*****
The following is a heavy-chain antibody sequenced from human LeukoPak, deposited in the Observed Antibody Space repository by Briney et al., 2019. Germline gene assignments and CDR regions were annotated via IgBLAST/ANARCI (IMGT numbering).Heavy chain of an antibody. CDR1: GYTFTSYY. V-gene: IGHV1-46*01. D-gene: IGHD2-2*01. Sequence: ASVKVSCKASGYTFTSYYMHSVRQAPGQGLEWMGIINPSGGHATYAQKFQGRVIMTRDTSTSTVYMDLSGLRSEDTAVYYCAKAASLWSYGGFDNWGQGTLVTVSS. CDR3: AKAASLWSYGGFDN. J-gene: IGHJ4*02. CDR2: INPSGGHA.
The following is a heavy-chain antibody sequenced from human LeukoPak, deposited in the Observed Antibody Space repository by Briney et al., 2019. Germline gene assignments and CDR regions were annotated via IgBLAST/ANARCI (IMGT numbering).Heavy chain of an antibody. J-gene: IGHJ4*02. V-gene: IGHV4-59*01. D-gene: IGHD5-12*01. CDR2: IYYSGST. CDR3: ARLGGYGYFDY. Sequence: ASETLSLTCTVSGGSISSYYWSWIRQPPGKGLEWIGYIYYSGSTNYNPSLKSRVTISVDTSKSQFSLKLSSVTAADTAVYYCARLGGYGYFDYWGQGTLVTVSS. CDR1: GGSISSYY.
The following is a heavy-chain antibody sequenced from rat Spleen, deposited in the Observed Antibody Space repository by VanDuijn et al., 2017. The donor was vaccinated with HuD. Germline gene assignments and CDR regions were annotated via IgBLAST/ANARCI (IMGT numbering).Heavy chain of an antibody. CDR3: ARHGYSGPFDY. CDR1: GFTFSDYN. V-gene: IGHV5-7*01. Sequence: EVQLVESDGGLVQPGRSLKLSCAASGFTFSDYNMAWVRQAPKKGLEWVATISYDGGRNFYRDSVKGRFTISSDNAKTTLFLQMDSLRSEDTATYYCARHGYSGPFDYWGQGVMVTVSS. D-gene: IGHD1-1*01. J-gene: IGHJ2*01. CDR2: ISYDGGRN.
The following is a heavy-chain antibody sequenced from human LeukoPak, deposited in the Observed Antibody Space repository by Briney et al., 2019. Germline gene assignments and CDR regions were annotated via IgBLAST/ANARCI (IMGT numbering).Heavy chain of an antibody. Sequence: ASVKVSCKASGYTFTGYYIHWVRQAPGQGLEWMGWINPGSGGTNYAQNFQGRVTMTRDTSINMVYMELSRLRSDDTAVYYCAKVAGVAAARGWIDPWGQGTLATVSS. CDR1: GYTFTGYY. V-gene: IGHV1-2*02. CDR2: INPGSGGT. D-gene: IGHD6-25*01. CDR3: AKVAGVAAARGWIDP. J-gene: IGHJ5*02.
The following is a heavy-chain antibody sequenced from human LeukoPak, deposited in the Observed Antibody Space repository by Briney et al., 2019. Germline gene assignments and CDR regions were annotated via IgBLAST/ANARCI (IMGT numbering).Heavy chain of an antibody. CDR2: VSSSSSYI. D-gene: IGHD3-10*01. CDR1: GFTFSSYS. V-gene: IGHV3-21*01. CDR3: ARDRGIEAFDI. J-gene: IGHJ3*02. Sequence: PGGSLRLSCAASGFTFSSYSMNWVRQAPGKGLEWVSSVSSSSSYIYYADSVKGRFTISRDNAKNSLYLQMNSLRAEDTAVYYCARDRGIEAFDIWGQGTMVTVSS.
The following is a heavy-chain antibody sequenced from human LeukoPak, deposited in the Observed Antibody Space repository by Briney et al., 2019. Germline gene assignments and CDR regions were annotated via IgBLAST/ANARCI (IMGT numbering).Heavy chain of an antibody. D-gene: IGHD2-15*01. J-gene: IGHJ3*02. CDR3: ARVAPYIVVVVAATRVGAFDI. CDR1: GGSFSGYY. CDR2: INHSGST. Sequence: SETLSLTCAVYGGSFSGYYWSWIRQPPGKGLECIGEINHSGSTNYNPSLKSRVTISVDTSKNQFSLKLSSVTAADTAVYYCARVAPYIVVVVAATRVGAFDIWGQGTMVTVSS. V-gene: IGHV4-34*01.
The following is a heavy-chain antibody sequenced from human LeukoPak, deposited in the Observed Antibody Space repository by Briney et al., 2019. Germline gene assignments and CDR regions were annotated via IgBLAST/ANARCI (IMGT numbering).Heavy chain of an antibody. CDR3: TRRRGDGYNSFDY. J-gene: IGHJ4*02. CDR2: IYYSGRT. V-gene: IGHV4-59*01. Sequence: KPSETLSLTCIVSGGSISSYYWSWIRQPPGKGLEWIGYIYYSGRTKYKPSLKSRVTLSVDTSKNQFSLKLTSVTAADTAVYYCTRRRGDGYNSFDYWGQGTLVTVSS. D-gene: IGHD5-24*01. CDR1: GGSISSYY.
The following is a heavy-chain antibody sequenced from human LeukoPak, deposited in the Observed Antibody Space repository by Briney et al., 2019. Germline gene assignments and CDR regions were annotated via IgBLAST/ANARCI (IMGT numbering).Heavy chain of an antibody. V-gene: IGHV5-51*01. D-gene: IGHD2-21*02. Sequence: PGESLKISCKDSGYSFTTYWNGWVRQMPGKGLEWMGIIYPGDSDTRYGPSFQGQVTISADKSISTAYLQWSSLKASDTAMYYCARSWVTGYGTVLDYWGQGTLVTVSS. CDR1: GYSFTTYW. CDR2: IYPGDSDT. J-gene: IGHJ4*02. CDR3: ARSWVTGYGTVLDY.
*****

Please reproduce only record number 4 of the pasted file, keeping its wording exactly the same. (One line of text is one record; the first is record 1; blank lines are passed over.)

The following is a heavy-chain antibody sequenced from human LeukoPak, deposited in the Observed Antibody Space repository by Briney et al., 2019. Germline gene assignments and CDR regions were annotated via IgBLAST/ANARCI (IMGT numbering).Heavy chain of an antibody. Sequence: ASVKVSCKASGYTFTGYYIHWVRQAPGQGLEWMGWINPGSGGTNYAQNFQGRVTMTRDTSINMVYMELSRLRSDDTAVYYCAKVAGVAAARGWIDPWGQGTLATVSS. CDR1: GYTFTGYY. V-gene: IGHV1-2*02. CDR2: INPGSGGT. D-gene: IGHD6-25*01. CDR3: AKVAGVAAARGWIDP. J-gene: IGHJ5*02.